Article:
En 1946, j’ai commencé à réaliser un projet qui me tenait à cœur depuis 1940 : l’Histoire de la Guerre Aérienne.
J’ai remué des centaines et des milliers de documents provenant des archives de la Luftwaffe, de la Royal Air Force, des United States Navy et Army Air Forces. J’ai lu pratiquement toutes les traductions de documents japonais réunis par le Pentagone à Washington, tous les ouvrages publiés en Amérique, en France, en Angleterre, en Suisse, en Italie et en Espagne.
Déjà sont accumulés les fruits de quatre années de patientes recherches, et dans quelques mois si les événements le permettent cet ouvrage sera prêt.
Et c’est alors qu’arrivé presque au terme de ce travail, j’ai eu soudain conscience de l’orientation très grave imposée à l’historien de cette guerre par la forme même de la vaste documentation mise à sa disposition.
Après avoir tout dépouillé, classé, fiché, rédigé, je me suis aperçu que de toute cette somme d’exploits individuels, de courage, de sacrifices souvent anonymes d’hommes de toutes races et nationalités, il ne reste finalement qu’une masse de papiers, de cartes, de photos, de chiffres et de statistiques.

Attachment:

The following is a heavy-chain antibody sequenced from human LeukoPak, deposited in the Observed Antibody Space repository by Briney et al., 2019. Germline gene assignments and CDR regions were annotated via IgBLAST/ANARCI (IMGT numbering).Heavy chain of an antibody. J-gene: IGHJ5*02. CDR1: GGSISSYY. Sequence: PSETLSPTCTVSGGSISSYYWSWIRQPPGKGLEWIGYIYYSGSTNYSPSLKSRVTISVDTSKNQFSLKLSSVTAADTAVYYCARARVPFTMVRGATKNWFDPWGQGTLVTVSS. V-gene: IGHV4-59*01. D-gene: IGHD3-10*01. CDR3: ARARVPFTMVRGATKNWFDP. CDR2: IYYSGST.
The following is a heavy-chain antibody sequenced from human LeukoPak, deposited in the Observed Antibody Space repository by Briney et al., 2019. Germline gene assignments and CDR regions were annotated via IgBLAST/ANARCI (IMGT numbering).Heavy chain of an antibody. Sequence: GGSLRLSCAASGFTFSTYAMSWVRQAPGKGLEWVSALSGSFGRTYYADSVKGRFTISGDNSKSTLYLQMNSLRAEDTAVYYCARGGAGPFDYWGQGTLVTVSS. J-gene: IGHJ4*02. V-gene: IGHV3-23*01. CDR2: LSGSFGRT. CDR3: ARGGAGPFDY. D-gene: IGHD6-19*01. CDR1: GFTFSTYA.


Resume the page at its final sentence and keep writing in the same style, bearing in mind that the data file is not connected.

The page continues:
Les leçons humaines se perdent dans les leçons stratégiques.
Les mains habiles et les cœurs courageux disparaissent dans l’étude froide des matériels et de la technique.
Les grands élans s’effacent derrière les communiqués et les rapports d’opérations… pourtant, au passage, que d’histoires sublimes, que d’énergie découvre l’historien entre les colonnes de chiffres de l’effroyable comptabilité de la guerre aérienne moderne:
Débit… Crédit… Avions perdus… Tonnes de bombes…, Ennemis détruits… Navires coulés… Tués… Blessés… Disparus… Total… Année…
Du drame monstrueux de la guerre 1939-1945 ne sortira-t-il que des plans de machines et des cours d’organisation industrielle ?
Une telle hypothèse est révoltante!
Doit-on oublier que sous les tonnes de débris des villes dévastées, ce sont des foyers qui ont été écrasés de bombes ?
Doit-on oublier que sous les ferrailles carbonisées et tordues des avions, ce sont des chairs d’hommes qui ont brûlé ?
Ce sont des hommes qui en maniant ces chefs-d’œuvre de la technique, ont souffert dans tous les cieux.
Ce sont des hommes qui sont morts dans d’atroces souffrances pour exécuter les plans stratégiques.
Ce sont des hommes qui se sont sacrifiés pour que d’autres puissent vivre.